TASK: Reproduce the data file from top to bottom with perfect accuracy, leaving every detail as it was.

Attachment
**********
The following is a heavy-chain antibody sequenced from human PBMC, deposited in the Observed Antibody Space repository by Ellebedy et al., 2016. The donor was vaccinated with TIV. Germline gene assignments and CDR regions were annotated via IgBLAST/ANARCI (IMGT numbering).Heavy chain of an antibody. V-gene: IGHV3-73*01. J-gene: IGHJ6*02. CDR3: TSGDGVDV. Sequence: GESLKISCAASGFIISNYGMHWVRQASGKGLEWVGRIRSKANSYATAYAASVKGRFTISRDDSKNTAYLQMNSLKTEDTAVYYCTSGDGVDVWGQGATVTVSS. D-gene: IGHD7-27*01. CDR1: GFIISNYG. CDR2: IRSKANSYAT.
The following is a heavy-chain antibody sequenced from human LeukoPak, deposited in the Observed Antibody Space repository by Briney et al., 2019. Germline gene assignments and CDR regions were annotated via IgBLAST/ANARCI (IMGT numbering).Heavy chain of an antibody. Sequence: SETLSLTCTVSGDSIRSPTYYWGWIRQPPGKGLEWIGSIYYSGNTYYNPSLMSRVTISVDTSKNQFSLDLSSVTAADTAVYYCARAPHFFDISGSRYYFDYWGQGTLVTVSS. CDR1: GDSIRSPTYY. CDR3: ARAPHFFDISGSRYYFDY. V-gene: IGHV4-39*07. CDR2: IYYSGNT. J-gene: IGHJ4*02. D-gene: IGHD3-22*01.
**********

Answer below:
The following is a heavy-chain antibody sequenced from human PBMC, deposited in the Observed Antibody Space repository by Ellebedy et al., 2016. The donor was vaccinated with TIV. Germline gene assignments and CDR regions were annotated via IgBLAST/ANARCI (IMGT numbering).Heavy chain of an antibody. V-gene: IGHV3-73*01. J-gene: IGHJ6*02. CDR3: TSGDGVDV. Sequence: GESLKISCAASGFIISNYGMHWVRQASGKGLEWVGRIRSKANSYATAYAASVKGRFTISRDDSKNTAYLQMNSLKTEDTAVYYCTSGDGVDVWGQGATVTVSS. D-gene: IGHD7-27*01. CDR1: GFIISNYG. CDR2: IRSKANSYAT.
The following is a heavy-chain antibody sequenced from human LeukoPak, deposited in the Observed Antibody Space repository by Briney et al., 2019. Germline gene assignments and CDR regions were annotated via IgBLAST/ANARCI (IMGT numbering).Heavy chain of an antibody. Sequence: SETLSLTCTVSGDSIRSPTYYWGWIRQPPGKGLEWIGSIYYSGNTYYNPSLMSRVTISVDTSKNQFSLDLSSVTAADTAVYYCARAPHFFDISGSRYYFDYWGQGTLVTVSS. CDR1: GDSIRSPTYY. CDR3: ARAPHFFDISGSRYYFDY. V-gene: IGHV4-39*07. CDR2: IYYSGNT. J-gene: IGHJ4*02. D-gene: IGHD3-22*01.